Blogsite of The British Academy of Reiki

Posts tagged ‘culture’


On Monday in the UK it was a Bank Holiday For the majority of people this mean a day off work (wonderful). If you don’t know, Bank Holidays are so called after the introduction of the Bank Holiday Act in 1871. Banks and many other places of employment would close on these days. Prior to that there were over thirty additional days off from work, so I assume the Act was introduced in order to reduce the time employees had off from work.
These days we live in a hectic world. We rush from A to B with our minds preoccupied with things we “have” to do. We make lists in our minds and run through them over and over again. When we do this we are distracted. We not only miss out on the here and now and what is all around us we also risk becoming ill due to the stresses and strains that we put ourselves under. Our bodies are on heightened alert all of the time when we live like this, our immune system works over time to cope with the stress and our adrenalin levels are high. The body can only cope with so much and at some point the cracks will begin to show. For some this will mean frequent colds, headaches (especially at the weekend when the body is able to rest and you begin to unwind), stomach upsets, gall stones, hypertension and depression and so on. These are just a few of the conditions that can occur when the bodies internal environment is not taken care of.
We must learn to look after ourselves internally. Why and how can we do this? We must realise that we are unable to control all external events around us. At times we simply would not want to and at other times our lack of control can be painful, if for example a loved one is ill and all you can do is sit by and watch them slip away or perhaps a friend has a drink problem and you are unable to convince them to seek help in order to change this self destructive behaviour. At times we must learn to accept that others can and do make wrong live choices.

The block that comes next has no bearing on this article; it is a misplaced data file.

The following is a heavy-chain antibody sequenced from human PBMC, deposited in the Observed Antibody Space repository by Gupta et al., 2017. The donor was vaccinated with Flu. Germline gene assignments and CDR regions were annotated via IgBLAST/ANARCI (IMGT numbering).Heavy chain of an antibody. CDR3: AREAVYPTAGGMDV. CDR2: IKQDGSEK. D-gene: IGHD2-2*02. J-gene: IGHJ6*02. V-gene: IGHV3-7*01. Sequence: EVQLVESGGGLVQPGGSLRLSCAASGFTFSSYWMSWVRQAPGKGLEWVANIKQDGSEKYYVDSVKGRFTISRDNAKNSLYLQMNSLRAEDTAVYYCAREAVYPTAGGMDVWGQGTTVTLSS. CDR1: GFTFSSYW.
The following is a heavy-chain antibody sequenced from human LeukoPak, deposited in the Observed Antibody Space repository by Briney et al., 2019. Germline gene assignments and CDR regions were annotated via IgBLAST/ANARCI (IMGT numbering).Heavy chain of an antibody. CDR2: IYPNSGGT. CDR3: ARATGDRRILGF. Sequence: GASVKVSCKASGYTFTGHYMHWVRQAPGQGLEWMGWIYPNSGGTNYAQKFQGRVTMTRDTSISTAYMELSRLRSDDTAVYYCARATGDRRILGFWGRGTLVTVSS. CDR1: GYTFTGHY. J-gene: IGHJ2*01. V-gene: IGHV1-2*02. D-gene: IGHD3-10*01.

When we learn to control our inner environment we feel at peace, calm and relaxed. We are better able to cope with the bad things that life throws at us from time to time. We can leant to take control of our inner environment by eating good food, taking exercise, especially Yoga as this will work on the body and mind at the same time and by meditating. Meditation is exercise for the mind, it helps to de-clutter and, most importantly, it helps to slow things down so that you can think more clearly. Meditation on a Bank Holiday, or any day for that matter, is a holiday for the mind.
In my blog next week I will show you how you can learn to meditate properly.

The History of Reiki

Although Reiki is gaining in popularity, there are many who, although they have heard of it, don’t know much about the origins of Reiki. Here is a short history of Reiki and its founder Mikao Usui that I originally wrote for my website The British Academy of Reiki, I hope you enjoy reading it.

Reiki begins with the birth of Mikao Usui in 1865. At this time Japan was undergoing a transformation. Christianity was declared illegal and those who refused to renounce it were executed, most Japanese had to register at Shinto temples. The ban on Christianity was only lifted in 1873 after Japan was forced to open up its borders. Industrialisation led to great change and people sought ways to keep hold of traditions and cultures.